full adjective (STRONG)

(of a ​flavour, ​sound, ​smell, etc.) ​strong or ​deep: This ​wine has a full ​fruityflavour. A ​cello has a fuller ​sound than a ​violin.

fulladverb

uk   us   /fʊl/

full adverb (COMPLETE)

know full well to ​understand a ​situationcompletely: You ​know full well that you're not ​supposed to go there without ​asking me!

full adverb (STRAIGHT)

straight; ​directly: He was ​kicked full in the ​stomach. The ​intrudersturned and ​ran as the ​policeshonetheirtorches full on them.

fullnoun

uk   us   /fʊl/
to the full/to the fullest as much or as well as ​possible: She ​certainlyliveslife to the full.
(Definition of full from the Cambridge Advanced Learner's Dictionary & Thesaurus © Cambridge University Press)

Significado de "full" - Diccionario Inglés Americano

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fulladjective

 us   /fʊl/

full adjective (CONTAINING A LOT)

having or ​containing a lot: The ​glass is full, so be ​careful not to ​spill it. This ​sweater is full of ​holes. You’re always so full of ​energy. Don’t ​talk with ​yourmouth full (= with ​food in ​yourmouth)! I have a full ​schedule (= a lot of ​activitiesplanned) next ​week.

full adjective (ATE ENOUGH)

having ​eaten so much that you do not ​want to ​eat any more: I’m so full I couldn’t ​eat another ​bite.

full adjective (WHOLE)

[not gradable] including all of something or everything; ​whole: What should we do on ​our last full ​day in New York?

full adjective (GREATEST POSSIBLE)

[not gradable] the ​greatestpossible; maximum : We don’t make full use of ​ourbasement. My roommate’s ​stereo was on full ​blast (= as ​loudly as ​possible).

full adjective (LARGE)

[-er/-est only] (of ​clothing) ​loose or ​containing a lot of ​material, or (of the ​body) ​large and ​rounded: full ​face/​lips/​mouth The ​dress was ​tight at the ​waist with a very full ​skirt and ​puffysleeves.

full adjective (STRONG)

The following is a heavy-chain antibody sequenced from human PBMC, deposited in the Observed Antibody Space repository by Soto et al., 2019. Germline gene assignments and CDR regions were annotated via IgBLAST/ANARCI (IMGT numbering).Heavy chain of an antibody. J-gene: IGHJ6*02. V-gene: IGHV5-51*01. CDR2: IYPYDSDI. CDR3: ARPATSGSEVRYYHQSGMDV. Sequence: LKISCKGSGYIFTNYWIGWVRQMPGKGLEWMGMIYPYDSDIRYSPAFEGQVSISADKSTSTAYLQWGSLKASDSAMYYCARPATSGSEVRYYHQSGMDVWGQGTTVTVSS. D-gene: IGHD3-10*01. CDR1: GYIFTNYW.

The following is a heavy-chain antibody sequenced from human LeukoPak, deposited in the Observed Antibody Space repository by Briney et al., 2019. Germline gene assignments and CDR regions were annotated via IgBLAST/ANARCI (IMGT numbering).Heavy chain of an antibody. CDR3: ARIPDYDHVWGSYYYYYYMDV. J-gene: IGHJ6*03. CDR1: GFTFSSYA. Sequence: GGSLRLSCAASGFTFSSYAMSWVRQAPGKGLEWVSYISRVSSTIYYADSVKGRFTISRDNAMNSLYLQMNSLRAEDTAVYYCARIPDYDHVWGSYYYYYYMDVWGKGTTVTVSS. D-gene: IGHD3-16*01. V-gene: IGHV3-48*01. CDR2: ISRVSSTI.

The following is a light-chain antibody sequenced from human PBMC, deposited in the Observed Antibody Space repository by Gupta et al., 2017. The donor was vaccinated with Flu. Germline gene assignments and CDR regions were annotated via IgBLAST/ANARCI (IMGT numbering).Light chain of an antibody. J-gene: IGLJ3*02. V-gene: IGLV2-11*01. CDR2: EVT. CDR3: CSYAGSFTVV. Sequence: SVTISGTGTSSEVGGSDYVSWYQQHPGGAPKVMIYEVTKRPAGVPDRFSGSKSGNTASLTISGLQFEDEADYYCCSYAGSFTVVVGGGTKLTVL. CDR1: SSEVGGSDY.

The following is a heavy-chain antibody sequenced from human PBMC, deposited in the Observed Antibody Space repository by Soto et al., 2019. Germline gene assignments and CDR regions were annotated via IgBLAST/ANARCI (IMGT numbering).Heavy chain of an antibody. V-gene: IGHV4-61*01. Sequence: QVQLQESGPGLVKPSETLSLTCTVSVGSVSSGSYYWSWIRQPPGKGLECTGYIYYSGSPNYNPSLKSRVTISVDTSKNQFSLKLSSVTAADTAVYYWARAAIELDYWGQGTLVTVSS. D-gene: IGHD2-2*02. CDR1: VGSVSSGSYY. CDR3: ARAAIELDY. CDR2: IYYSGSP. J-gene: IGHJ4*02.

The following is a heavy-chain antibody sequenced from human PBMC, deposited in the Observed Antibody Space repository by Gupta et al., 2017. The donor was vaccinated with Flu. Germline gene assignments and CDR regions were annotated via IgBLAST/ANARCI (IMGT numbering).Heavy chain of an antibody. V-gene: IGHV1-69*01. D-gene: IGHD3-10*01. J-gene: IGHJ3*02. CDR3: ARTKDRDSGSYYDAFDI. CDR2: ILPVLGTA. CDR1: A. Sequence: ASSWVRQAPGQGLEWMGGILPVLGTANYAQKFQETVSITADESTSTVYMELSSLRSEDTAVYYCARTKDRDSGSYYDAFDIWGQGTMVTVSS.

[-er/-est only] (of a ​flavor, ​sound, or ​smell) ​strong or ​deep: A ​cello has a fuller ​sound than a ​violin.

fulladverb [not gradable]

 us   /fʊl/

full adverb [not gradable] (DIRECTLY )

directly: The ​bitingwind was ​blowing full in his ​face.
(Definition of full from the Cambridge Academic Content Dictionary © Cambridge University Press)

Significado de "full" - Diccionario Inglés para los negocios

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fulladjective

uk   us   /fʊl/
complete or whole: the full amount/cost Only ​people without ​healthinsurance are ​charged the full ​amount.the full benefit/impact It is still not known what the full ​impact of the ​economicsanctions will be on the ​domesticeconomy. Officials said the ​airline was ​operating at full ​capacity yesterday. If the ​customerkept the ​items for the full 90 days that many ​storesallow for a ​return, the ​season for a particular ​fashion might have ​passed.
containing a lot of detail or all the necessary details: Please ​include your full ​name and ​address with your ​order. For full details, please visit our ​website.
full price [C or U] a ​price that has not been ​reduced: Customers who do not have a ​proof of age ​card have to ​pay full ​price.
at full stretch working as hard as possible, or using all ​availablemoney, ​materials, ​time, etc.: be/work at full stretch Plants are continuing to ​work at full ​stretch to ​meet both ​domestic and ​exportdemand. They ​claimed they were ​operating at full ​stretch and could not ​afford to ​lowerrates as ​margins were already ​pared to the bone .
in full completely: The ​bill must be ​paid in full by the end of the month.
(Definition of full from the Cambridge Business English Dictionary © Cambridge University Press)
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“full” in Business English